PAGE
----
Labor Officials To Seek Injunction Against Pittsburgh Post-Gazette

If granted by a judge, the injunction would be a major boost to the newspaper’s workers who’ve been on strike for 18 months.

Labor officials have received a green light to pursue an injunction in federal court against the Pittsburgh Post-Gazette newspaper for allegedly violating its employees’ rights.

A spokesperson for the National Labor Relations Board confirmed to HuffPost that the agency approved a request by a regional director in Pennsylvania to seek the temporary injunction. The petition is likely to be filed in federal court in the coming days.

Journalists and production employees have been on a grueling 18-month strike amid a battle with the newspaper’s owners, Block Communications.

An administrative law judge at the NLRB ruled last year that the Post-Gazette failed to bargain in good faith, and that it illegally imposed work conditions on the newsroom’s union, an affiliate of the NewsGuild-Communications Workers of America. The union says the company left workers with significantly higher health care costs, less vacation time and weaker job protections.

“It’s been a long wait, but this is a big relief for us.”

- Natalie Duleba, striking Pittsburgh Post-Gazette worker

Depending on the scope of the injunction request, the labor board could ask that a judge order the newspaper back to the bargaining table with the union, or force the paper to rescind changes it made to employees’ work terms without the union’s approval.

“It’s been a long wait, but this is a big relief for us,” said Natalie Duleba, a designer at the paper who’s on strike and serves as the local union’s secretary. “The ultimate goal is us getting back in the office. That’s always been the goal ― to get back to work, just under fair working conditions.”

The board tends to seek injunctions against employers only under special circumstances, when officials believe they need to stop ongoing “unfair labor practices” while a case is being litigated.

A spokesperson for the newspaper did not immediately respond to a request for comment Friday.

The union’s contract with the Post-Gazette expired in 2017, and the two sides were unable to come to terms on a new agreement. In 2020, the newspaper announced they had reached an “impasse” and imposed working terms on the union, according to labor board filings.

The administrative law judge found the newspaper had declared the impasse prematurely and refused to bargain, and that it had led union activists to believe they were being illegally surveilled. The latter finding stemmed from an incident involving security guards at a 2020 protest outside the home of publisher John Block.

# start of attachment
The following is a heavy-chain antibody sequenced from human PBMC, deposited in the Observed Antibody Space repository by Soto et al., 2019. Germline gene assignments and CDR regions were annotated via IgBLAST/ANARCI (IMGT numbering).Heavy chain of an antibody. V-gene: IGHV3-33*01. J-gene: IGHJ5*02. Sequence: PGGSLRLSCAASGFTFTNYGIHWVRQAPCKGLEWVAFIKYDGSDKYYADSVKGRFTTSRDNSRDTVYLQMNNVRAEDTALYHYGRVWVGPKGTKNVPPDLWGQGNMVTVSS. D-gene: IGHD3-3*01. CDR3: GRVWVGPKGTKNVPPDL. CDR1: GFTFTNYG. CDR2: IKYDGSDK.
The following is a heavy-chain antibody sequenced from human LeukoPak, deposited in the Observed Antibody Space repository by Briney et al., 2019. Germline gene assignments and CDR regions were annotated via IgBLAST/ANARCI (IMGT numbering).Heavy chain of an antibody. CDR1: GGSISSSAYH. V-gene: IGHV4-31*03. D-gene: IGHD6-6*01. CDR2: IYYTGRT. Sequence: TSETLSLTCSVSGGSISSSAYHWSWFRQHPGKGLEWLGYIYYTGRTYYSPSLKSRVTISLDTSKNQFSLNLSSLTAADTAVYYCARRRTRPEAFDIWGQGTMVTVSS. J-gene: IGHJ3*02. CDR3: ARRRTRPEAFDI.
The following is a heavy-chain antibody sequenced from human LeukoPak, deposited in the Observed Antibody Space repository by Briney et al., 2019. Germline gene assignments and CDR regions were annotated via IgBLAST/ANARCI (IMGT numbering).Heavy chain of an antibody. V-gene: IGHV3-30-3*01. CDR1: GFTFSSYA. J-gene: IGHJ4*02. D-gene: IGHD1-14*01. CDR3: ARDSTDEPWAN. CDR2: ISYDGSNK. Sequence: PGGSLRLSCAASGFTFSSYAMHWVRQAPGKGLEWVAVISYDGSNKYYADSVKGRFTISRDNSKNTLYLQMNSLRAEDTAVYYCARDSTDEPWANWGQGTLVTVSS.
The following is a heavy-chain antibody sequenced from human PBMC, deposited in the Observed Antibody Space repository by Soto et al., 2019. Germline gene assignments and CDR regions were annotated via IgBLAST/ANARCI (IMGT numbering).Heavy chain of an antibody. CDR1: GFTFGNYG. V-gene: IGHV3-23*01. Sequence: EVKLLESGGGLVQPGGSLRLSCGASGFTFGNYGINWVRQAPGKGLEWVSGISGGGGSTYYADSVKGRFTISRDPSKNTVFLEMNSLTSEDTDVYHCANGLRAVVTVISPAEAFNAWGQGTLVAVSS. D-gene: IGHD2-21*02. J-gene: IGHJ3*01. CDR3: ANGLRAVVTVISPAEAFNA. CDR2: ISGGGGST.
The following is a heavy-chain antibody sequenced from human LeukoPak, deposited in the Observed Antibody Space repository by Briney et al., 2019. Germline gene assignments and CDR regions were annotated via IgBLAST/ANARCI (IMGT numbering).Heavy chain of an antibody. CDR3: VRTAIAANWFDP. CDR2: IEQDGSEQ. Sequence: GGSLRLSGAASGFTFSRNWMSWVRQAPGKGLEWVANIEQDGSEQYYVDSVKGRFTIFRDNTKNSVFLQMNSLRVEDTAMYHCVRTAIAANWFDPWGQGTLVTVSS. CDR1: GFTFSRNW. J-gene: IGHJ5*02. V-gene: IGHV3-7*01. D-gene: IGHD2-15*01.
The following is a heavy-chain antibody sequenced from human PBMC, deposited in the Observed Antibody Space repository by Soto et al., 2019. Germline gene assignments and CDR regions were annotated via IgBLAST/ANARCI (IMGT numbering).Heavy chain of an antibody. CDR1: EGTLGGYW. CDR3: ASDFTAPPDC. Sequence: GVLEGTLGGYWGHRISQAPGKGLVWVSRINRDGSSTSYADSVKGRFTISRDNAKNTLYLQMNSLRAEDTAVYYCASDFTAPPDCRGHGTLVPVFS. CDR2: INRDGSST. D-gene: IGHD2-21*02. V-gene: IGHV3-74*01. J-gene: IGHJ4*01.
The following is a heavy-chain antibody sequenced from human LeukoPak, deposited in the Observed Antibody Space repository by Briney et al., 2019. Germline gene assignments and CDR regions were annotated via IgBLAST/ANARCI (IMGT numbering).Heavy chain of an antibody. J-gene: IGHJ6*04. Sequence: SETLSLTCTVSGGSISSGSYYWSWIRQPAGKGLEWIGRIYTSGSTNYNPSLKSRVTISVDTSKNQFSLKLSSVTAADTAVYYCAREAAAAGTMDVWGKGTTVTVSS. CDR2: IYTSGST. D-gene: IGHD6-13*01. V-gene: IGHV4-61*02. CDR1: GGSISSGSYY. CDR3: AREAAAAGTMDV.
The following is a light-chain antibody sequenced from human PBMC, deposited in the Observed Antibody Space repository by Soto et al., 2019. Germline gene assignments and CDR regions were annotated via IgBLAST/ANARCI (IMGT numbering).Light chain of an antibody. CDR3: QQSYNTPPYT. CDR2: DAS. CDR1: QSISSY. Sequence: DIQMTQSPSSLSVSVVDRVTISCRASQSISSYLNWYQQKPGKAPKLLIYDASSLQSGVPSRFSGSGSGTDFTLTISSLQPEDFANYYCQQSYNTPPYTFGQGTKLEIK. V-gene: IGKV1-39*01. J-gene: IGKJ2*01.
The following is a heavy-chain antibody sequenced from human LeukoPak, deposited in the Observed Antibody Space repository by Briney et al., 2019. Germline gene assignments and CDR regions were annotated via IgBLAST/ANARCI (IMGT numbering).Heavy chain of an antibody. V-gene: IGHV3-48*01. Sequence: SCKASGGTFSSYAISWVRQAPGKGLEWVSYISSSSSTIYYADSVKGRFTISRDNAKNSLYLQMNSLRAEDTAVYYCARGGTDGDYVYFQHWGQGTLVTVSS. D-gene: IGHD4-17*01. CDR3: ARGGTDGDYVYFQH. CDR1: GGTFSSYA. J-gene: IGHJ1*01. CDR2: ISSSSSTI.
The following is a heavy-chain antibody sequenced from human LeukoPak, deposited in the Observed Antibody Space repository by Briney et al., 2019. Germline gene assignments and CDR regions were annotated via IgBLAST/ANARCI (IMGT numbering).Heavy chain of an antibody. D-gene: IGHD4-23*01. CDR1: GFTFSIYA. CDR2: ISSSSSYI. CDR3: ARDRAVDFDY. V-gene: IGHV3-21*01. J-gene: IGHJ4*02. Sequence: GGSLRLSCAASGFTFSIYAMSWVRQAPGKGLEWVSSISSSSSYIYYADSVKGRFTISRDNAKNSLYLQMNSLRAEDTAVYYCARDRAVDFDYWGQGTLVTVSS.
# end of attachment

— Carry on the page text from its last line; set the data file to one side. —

In a separate case, an arbitrator ruled that the Post-Gazette had to reimburse employees for higher health care premiums. The company challenged the finding, but a federal judge and an appeals court later ruled in the union’s favor. The company was ordered to pay out more than $100,000 to employees.

The offices of the Pittsburgh Post-Gazette in Pittsburgh on Aug. 26, 2016.
The offices of the Pittsburgh Post-Gazette in Pittsburgh on Aug. 26, 2016.
Raymond Boyd via Getty Images

More half of the newsroom walked out when workers went on strike in October 2022, said Zack Tanner, president of the newsroom union. The paper hired at least two dozen replacement journalists ― “strikebreakers” or “scabs” in union parlance ― to continue publishing, according to Tanner.

Strikers have been getting by on $400 weekly strike pay from the union and, in many cases, new work they’ve had to take on. The union has also distributed money through a hardship fund it’s raised with donations.

Strikers have continued doing journalism through their strike publication, the Pittsburgh Union Progress.

Tanner said the work stoppage has been difficult for people not just financially but emotionally as well.

“Seeing the [labor] board finally moving on this is a real shot in the arm to everybody,” he said. “The Blocks are going to have to pay for what they’ve done here.”

The Post-Gazette strike has involved five separate unions ― the one for the newsroom and four others representing production, advertising and distribution workers.

One of those unions, a Teamsters affiliate, reached a deal with the company last week in which it agreed to dissolve itself, Pittsburgh NPR affiliate WESA reported. An official for that union told the station there were only 23 members left and they wanted to accept severance pay and move on with their lives.

WESA reported that the agreement had been negotiated in secret, infuriating the other unions that remain on strike.

Given the recent events, Duleba said the board moving for an injunction against the paper serves as a real “pick-me-up.”

“We all believe in our eventual victory here,” she said. “That hasn’t waned for me, even with last week.”

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